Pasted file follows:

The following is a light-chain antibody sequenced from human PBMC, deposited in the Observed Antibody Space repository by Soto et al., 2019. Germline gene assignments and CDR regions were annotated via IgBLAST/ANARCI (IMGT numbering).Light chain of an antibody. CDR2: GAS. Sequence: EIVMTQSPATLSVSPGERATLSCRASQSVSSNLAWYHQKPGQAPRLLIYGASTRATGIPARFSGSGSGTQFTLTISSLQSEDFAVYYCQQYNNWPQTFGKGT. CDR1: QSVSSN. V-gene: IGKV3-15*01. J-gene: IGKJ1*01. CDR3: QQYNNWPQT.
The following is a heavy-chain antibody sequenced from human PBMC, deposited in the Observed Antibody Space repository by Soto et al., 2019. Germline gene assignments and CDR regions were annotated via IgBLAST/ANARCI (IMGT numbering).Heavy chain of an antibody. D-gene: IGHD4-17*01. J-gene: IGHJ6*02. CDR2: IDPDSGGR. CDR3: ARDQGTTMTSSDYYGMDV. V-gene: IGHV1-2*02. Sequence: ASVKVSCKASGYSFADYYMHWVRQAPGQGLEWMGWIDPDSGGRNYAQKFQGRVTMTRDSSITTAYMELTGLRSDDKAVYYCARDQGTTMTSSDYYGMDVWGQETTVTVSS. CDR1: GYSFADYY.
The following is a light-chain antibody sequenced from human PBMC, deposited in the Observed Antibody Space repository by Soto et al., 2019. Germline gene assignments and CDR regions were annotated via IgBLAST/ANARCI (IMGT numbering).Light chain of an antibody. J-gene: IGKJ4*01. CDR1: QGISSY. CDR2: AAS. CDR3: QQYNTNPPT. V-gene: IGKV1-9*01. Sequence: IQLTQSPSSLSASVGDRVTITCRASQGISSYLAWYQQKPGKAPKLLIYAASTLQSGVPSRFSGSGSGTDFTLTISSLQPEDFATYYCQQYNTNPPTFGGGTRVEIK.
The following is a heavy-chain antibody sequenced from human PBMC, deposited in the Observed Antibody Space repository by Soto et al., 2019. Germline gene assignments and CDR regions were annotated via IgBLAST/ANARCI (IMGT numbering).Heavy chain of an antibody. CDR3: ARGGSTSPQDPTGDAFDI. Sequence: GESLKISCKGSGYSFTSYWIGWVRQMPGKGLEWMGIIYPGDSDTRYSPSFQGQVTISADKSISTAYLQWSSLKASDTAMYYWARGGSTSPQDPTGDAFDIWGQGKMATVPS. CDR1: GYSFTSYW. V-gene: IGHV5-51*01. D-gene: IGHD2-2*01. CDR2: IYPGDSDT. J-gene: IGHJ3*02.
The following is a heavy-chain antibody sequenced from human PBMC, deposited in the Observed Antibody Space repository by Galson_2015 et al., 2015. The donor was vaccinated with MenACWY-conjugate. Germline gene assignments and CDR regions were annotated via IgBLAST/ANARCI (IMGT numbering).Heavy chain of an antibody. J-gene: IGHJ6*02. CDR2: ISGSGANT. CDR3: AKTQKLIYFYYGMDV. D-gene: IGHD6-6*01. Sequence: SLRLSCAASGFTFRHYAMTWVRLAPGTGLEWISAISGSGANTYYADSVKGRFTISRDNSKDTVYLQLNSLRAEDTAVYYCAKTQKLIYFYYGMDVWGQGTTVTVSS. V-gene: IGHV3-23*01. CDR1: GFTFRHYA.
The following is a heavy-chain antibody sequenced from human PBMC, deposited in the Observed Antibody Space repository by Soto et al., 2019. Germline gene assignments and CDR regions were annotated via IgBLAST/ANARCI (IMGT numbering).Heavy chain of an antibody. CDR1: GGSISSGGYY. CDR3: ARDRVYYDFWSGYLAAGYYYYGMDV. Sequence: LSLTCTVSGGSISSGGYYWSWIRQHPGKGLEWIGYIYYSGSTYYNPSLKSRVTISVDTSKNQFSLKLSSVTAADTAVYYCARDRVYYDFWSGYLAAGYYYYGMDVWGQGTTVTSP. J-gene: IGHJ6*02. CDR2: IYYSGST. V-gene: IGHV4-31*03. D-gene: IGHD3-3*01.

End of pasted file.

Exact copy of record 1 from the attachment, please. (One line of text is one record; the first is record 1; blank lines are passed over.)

The following is a light-chain antibody sequenced from human PBMC, deposited in the Observed Antibody Space repository by Soto et al., 2019. Germline gene assignments and CDR regions were annotated via IgBLAST/ANARCI (IMGT numbering).Light chain of an antibody. CDR2: GAS. Sequence: EIVMTQSPATLSVSPGERATLSCRASQSVSSNLAWYHQKPGQAPRLLIYGASTRATGIPARFSGSGSGTQFTLTISSLQSEDFAVYYCQQYNNWPQTFGKGT. CDR1: QSVSSN. V-gene: IGKV3-15*01. J-gene: IGKJ1*01. CDR3: QQYNNWPQT.